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Practices that push cow-calf profitability

Tough Decisions: Managing feed costs, cull rates and handling replacements are among considerations for the producer.

January 3, 2024

2 Min Read
farmer in field with cattle
PUSHING PROFIT: There are many considerations and regular practices that helped push profits for the high-profitability group of cow-calf producers from a University of Minnesota study in Nebraska, South Dakota and North Dakota. Curt Arens

by Randy Saner

Cow-calf producers are always looking at ways to cut costs and improve profits. Looking at recent data from the University of Minnesota Center for Financial Management’s FINBIN Livestock Analysis for 2022 — representing cow-calf operations from Nebraska, South Dakota and North Dakota — can provide producers with some ideas on ways to improve profitability.

The top 20% of producers in terms of profitability had a higher gross margin at $1,183.52 versus $959.74, for a $223.78 difference. The lowest-profit group sold more total dollars of calf per cow. The more profitable group sold some calves but transferred some to another enterprise such as a stocker or feedlot program. The high-profitability group also received more government payments ($20.63 versus $4.06 per cow).

High-profit practices

The high-profitability group also bought replacements, which probably means they didn’t save replacements. The low-profitability group bought and transferred in replacements. High-profitability herds had lower cull sales than the low-profitability herd, at $80.35 versus $143.92, with a lower culling percentage (5.6% versus 13.8%).

High-profitability herds had lower total expenses, at $1,045.73 versus $600.64. The average weaning weight was 497 pounds for low versus 525 pounds for the high, but when looking at pounds weaned per cow exposed, it was 443 pounds per exposed female for low, versus 489 pounds per exposed female for high profitability.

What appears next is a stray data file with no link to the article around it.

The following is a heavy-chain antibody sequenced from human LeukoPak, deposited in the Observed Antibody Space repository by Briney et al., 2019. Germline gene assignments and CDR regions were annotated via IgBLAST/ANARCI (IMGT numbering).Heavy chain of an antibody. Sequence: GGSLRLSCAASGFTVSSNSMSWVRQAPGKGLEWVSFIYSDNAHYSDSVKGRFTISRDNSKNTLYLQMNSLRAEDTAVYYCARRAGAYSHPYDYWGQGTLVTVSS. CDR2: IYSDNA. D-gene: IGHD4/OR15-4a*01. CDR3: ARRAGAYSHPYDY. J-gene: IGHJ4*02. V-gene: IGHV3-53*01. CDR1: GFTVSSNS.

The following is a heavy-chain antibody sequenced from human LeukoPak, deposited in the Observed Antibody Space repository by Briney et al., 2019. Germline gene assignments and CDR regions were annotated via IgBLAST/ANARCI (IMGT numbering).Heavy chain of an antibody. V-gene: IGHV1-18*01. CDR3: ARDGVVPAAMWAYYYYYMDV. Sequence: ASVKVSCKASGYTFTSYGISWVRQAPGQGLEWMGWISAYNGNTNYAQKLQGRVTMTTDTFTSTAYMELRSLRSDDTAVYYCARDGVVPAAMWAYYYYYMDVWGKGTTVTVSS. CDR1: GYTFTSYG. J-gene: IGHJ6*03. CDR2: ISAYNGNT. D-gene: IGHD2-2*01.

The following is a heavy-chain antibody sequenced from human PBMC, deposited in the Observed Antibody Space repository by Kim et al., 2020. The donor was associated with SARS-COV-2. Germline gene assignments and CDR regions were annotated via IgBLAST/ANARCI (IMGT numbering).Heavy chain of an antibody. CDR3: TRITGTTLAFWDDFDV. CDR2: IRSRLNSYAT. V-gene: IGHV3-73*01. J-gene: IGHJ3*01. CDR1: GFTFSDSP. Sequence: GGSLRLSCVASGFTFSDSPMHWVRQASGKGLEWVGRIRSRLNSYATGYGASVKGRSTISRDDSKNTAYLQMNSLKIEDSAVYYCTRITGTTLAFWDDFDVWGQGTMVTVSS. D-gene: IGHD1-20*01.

Related:Use breakeven analysis for better decision-making

The average price per cwt was $172.19 for the low-profitability herd versus $231 for the high-profitability herd. The average weight of beef calves sold was 635 pounds for the low group, and 525 pounds for the high-profitability group.

The high-profitability group spent a total of $260.34 less on total feed. The high-profitability group spent more on pasture ($43.76) and less on hay (-$215.37) versus the low-profitability group. They also spent more on alfalfa, at $35.58. While it is important to watch feed costs, you still must meet the cow’s requirements, so she will breed back.

If you noticed, the high-profitability group spent less on feed but was able to use feeds high in protein, such as alfalfa, to help meet the needs of the cows while reducing the cost of supplemental protein. Balancing rations, forage testing and cost-effective purchasing feed can reduce feed costs while meeting the cow’s needs.

No one individual cost will help you be more profitable. It takes management of the whole system, costs and income to make a more profitable operation.

Learn more at finbin.umn.edu.

Saner is a Nebraska Extension educator.

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Cow calfCow Culling
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